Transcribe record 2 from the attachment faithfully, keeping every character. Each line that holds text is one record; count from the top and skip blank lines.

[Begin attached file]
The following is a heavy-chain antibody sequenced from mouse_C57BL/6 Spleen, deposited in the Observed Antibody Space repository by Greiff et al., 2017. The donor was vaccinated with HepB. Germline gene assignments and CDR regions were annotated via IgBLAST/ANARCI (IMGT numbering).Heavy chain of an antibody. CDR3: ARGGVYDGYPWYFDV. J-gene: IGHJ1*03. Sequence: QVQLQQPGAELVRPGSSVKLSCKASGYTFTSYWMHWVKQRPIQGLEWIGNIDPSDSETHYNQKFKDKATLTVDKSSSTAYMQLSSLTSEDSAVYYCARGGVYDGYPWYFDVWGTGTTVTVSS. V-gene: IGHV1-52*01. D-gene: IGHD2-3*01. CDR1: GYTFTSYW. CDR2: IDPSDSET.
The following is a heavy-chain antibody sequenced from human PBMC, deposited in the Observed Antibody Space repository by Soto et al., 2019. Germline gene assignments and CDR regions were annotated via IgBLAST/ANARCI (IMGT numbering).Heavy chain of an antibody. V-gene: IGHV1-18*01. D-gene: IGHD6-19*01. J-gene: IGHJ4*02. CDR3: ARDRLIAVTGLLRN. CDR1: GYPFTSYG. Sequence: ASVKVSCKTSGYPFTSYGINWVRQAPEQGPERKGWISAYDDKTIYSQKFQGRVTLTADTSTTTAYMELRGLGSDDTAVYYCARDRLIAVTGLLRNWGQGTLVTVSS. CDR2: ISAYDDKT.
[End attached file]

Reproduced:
The following is a heavy-chain antibody sequenced from human PBMC, deposited in the Observed Antibody Space repository by Soto et al., 2019. Germline gene assignments and CDR regions were annotated via IgBLAST/ANARCI (IMGT numbering).Heavy chain of an antibody. V-gene: IGHV1-18*01. D-gene: IGHD6-19*01. J-gene: IGHJ4*02. CDR3: ARDRLIAVTGLLRN. CDR1: GYPFTSYG. Sequence: ASVKVSCKTSGYPFTSYGINWVRQAPEQGPERKGWISAYDDKTIYSQKFQGRVTLTADTSTTTAYMELRGLGSDDTAVYYCARDRLIAVTGLLRNWGQGTLVTVSS. CDR2: ISAYDDKT.